- Helm, S. V., Little, V., & Kemper, J. (2020, February). Rearranging deck chairs or righting the course?. In Proceedings of the AMA Winter Marketing Educators’ Conference.
- Kuo, Y., & Helm, S. V. (2020, February). Adding flavour to ethnic foods: The effect of ethnic congruence on authenticity and perceived taste. In Proceedings of the AMA Winter Marketing Educators’ Conference.
- Ahn, S., & Helm, S. V. (2019, July). Can Sustainability-Related Information Change Consumer Choice? The Response to Preference-Inconsistent Information. In Macromarketing 2019 Seminar Proceedings, Macromarketing Conference.
- Garnefeld, I., Helm, S. V., & Groetschel, A. (2019, February). May we buy your love? Psychological effects of incentives on writing likelihood and valence of online product reviews. In AMA Winter Marketing Educators’ Conference.
- Helm, S. V., & Wofford, G. (2019, July). Buying Immortality in a Changing Climate: A Terror Management Approach. In Macromarketing 2019 Seminar Proceedings, Macromarketing Conference.
- Little, V., & Helm, S. V. (2019, July). Calling all macromarketers: Vanguards for sustainability in a +1.5oC world?. In Macromarketing 2019 Seminar Proceedings, Macromarketing Conference.
- Little, V., Helm, S. V., Kemper, J., & Kennedy, A. (2019, December). Live on Mars or fix our climate? An agenda to infuse climate change into marketing. In Proceedings of the Australian and New Zealand Marketing Academy (ANZMAC) Conference.
- Bhappu, A., & Helm, S. V. (2018, November). RC2: Zone of Optimal Distinctiveness: Provider Asset Personalization and the Psychological Ownership of Shared Accommodation. In 2018 INFORMS International Conference on Service Science.
- Helm, S. V., & Bhappu, A. (2018, June). RC2: Zone of Optimal Distinctiveness: The Effect of Provider’s Asset Personalization on Customer’s Psychological Ownership of Shared Lodging. In Macromarketing Conference 2018.
- Helm, S. V., Serido, J., Ahn, S., Ligon, T., & Shim, S. (2017, June). RC2: The Effects of Materialism on Financial and Environmental Coping and Well-Being Among Young Adults. In Macromarketing Conference.More infoExtended abstract in conference proceedings
- Helm, S. V., & Subramaniam, B. (2015, June). Mindfulness and Sustainable Consumption. In 40th Annual Macromarketing Conference.
- Helm, S. V., Uwe, R., & Anubha, M. (2015, February). Exploring the Relationship between Brand Pride, Brand Identification and Brand Citizenship Behavior of Employees. In AMA Winter Marketing Educators’ Conference.
- Garnefeld, I., & Helm, S. V. (2014, August). Engineered Customer Referrals: Prevalence and Antecedents. In World Marketing Congress (Academy of Marketing Science).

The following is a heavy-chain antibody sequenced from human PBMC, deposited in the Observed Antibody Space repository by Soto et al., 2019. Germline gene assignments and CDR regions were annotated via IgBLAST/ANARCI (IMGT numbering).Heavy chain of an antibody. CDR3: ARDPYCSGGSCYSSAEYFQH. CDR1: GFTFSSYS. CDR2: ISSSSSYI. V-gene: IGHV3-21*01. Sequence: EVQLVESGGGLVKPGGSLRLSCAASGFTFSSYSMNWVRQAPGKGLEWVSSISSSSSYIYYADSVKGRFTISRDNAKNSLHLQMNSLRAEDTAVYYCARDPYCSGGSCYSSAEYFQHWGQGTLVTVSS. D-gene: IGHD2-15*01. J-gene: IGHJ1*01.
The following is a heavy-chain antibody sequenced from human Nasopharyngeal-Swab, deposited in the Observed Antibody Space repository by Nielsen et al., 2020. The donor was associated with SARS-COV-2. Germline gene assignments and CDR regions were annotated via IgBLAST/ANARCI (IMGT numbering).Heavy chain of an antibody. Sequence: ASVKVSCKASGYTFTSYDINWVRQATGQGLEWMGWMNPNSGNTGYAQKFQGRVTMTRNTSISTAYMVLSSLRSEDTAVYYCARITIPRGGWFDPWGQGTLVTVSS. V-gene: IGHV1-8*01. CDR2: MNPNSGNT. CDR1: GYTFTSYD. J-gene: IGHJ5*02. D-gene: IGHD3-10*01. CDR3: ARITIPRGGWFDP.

- Helm, S. V., & Oezergin, B. (2013, February). Service Inside: The Impact of Ingredient Service Branding on Quality Perceptions and Behavioral Intentions. In AMA Winter Marketing Educators Conference, Las Vegas, NV.
- Wu, J., Kun Song, S., Bhappu, A. D., & Helm, S. V. (2013, August). When Do Consumers Deliberately Buy Counterfeits? The Role of Perceived Counterfeit Detection. In AMA Summer Marketing Educators Conference, Boston, MA..
- Helm, S. V. (2017, October). Consumer Mindfulness as a Pathway to Decrease Overconsumption. Turbeville Speaker Series.
- Helm, S. V. (2014, September). Exploring the Concept of Mindfulness of Consumption. International Conference on Consumer Research (ICCR). Bonn, Germany: Minister of Innovation, Science and Research of the German State of North Rhine-Westphalia.More infosame as above.
- Helm, S. V. (2014, September). Mindfulness of the Stone-Age Mind? Contrasting Evolutionary Cognitive Biases and Mindfulness in the Context of Sustainable Consumption. International Conference on Consumer Research (ICCR). Bonn, Germany: Minister of Innovation, Science and Research of the German State of North Rhine-Westphalia.More infoThis was an invited presentation based on an abstract submission process. All cost was borne by the ministery.
- Helm, S. V., Renk, U., & Mishra, A. (2014, September). Exploring Employees’ Brand Pride, Brand Identification and Brand Citizenship Behavior. 9th International Conference Corporate Identity / Associations Research Group. Amsterdam, Netherlands.
- Sami, I., Wofford, G., & Helm, S. V. (2020, January). Climate Change & Eco-Anxiety: A Comprehensive Measure. 100th American Meteorological Society Annual Meeting. Boston: AMS American Meteorological Society.
- Garnefeld, I., Helm, S. V., & Groetschel, A. (2019, May). Should Firms Offer Incentives for Online Reviews? Differential Effects on Writing Likelihood and Review Valence, , Strathclyde, UK.. Poster presented at 47th Annual EMAC Conference. Strathclyde, UK.
- Garnefeld, I., Groetschel, A., & Helm, S. V. (2018, May/June 2018). RC2: Should Firms Offer Incentives for Online Reviews? Differential Effects on Writing Likelihood and Review Valence. 47th annual EMAC conference (European Marketing Academy). Glasgow, UK.
- Helm, S. V., Pollitt, A., Barnett, M. A., & Curran, M. A. (2016, November). Examining parents’ environmental values, coping strategies and behavior.. Annual Meeting of the National Council on Family Relations. Minneapolis, MN: National Council on Family Relations.More infoRC2
- Arora, M., Mayer, B., Helm, S. V., & Barnett, M. (2021, July). UArizona Frontline Worker Wellbeing Survey.More infoI am co-investigator on an RII grant (RII Reopening Awards). We created and disseminated a second wave of an online survey among UArizona frontline employees in May 2021.